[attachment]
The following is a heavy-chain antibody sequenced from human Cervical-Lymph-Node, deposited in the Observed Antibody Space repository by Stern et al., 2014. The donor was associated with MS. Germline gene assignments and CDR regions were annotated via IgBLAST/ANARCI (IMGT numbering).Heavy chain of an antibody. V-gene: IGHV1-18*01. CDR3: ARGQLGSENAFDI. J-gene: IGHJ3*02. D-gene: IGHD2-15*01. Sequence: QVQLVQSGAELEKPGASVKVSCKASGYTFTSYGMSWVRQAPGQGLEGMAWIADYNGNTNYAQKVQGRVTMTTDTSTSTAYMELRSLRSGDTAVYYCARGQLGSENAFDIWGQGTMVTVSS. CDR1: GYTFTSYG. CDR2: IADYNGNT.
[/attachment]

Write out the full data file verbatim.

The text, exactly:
The following is a heavy-chain antibody sequenced from human Cervical-Lymph-Node, deposited in the Observed Antibody Space repository by Stern et al., 2014. The donor was associated with MS. Germline gene assignments and CDR regions were annotated via IgBLAST/ANARCI (IMGT numbering).Heavy chain of an antibody. V-gene: IGHV1-18*01. CDR3: ARGQLGSENAFDI. J-gene: IGHJ3*02. D-gene: IGHD2-15*01. Sequence: QVQLVQSGAELEKPGASVKVSCKASGYTFTSYGMSWVRQAPGQGLEGMAWIADYNGNTNYAQKVQGRVTMTTDTSTSTAYMELRSLRSGDTAVYYCARGQLGSENAFDIWGQGTMVTVSS. CDR1: GYTFTSYG. CDR2: IADYNGNT.